Single-shot autocorrelation

    The Autocorrelation and SpectrumAmbiguities

    Third-order Autocorrelation

    Interferometric Autocorrelation

    Measuring Ultrashort Laser Pulses I:

    Background, Phase Retrieval, and

    AutocorrelationThe dilemma

    The goal: measuring the intensity and phase vs. time (or frequency)

    Why?

    The Spectrometer and Michelson Interferometer1D Phase Retrieval

  • Its electric field can be written:

    Intensity Phase

    [ ]{ }0Re exp ( (( ))( )) iE It tt t =

    Alternatively, in the frequency domain:

    Spectral

    PhaseSpectrum

    [ ]( ) exp ))( (SE i = %

    We need to measure both the temporal (or spectral) intensity and

    phase.

    A laser pulse has an intensity and phase

    vs. time or frequency.

    S

    p

    e

    c

    t

    r

    a

    l

    p

    h

    a

    s

    e

    ,

    (

    )

    FrequencySp

    e

    c

    t

    r

    u

    m

    ,

    S

    (

    )

    P

    h

    a

    s

    e

    ,

    (t

    )

    Time

    I

    n

    t

    e

    n

    s

    i

    t

    y

    ,

    I

    (

    t

    )

  • The instantaneous frequency:Example: Linear chirp P

    h

    a

    s

    e

    ,

    (t

    )

    time

    time

    F

    r

    e

    q

    u

    e

    n

    c

    y

    ,

    (

    t

    )

    time

    The phase determines the pulses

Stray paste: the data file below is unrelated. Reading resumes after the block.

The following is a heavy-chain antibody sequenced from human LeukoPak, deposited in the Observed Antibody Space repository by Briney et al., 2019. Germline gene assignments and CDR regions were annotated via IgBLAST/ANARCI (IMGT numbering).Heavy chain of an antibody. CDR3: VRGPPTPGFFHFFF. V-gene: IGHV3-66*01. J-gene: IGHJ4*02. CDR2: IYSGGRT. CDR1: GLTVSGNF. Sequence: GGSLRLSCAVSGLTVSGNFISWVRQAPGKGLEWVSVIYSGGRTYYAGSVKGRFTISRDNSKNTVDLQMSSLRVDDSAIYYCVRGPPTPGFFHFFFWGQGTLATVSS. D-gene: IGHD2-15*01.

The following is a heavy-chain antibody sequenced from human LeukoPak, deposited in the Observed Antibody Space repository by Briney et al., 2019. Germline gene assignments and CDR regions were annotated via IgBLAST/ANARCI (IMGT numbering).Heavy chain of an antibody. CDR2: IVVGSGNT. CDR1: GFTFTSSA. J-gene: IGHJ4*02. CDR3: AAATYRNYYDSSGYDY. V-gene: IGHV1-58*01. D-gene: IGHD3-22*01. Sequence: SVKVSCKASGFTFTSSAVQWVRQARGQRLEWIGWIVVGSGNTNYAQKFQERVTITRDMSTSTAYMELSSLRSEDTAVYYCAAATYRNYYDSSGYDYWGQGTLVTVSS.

frequency (i.e., color) vs. time.

    0( ) /t d dt =

    Time

    L

    i

    g

    h

    t

    e

    l

    e

    c

    t

    r

    i

    c

    f

    i

    e

    l

    d

  • The group delay:Example: Linear chirp S

    p

    e

    c

    t

    r

    a

    l

    p

    h

    a

    s

    e

    ,

    (

    )

    frequency

    frequency

    G

    r

    o

    u

    p

    d

    e

    l

    a

    y

    ,

    g(

    )

    time

    The group delay vs. frequency is

    approximately the inverse of the

    instantaneous frequency vs. time.

    The spectral phase also yields a pulses

    color evolution: the group delay vs. .

    ( ) /g d d =

    Wed like to be able to measure,

    not only linearly chirped pulses,

    but also pulses with arbitrarily complex

    phases and frequencies vs. time.

  • The spectrometer measures the spectrum, of course. Wavelength varies

    across the camera, and the spectrum can be measured for a single pulse.

    Pulse Measurement in the Frequency Domain:

    The Spectrometer

    Collimating

    Mirror

    Czerny-Turner

    arrangement

    Entrance

    Slit

    Camera or

    Linear Detector Array

    Focusing

    Mirror

    Grating

    Broad-

    band

    pulse

  • One-dimensional phase retrieval

    E.J. Akutowicz, Trans. Am. Math. Soc. 83, 179 (1956)

    E.J. Akutowicz, Trans. Am. Math. Soc. 84, 234 (1957)

    Retrieving it is called the 1D phase retrieval problem.

    Its more interesting than it appears

    to ask what we lack when we know

    only the pulse spectrum S().

    Obviously, what we lack is the spectral phase ().

    Even with extra information,

    its impossible.

    Recall: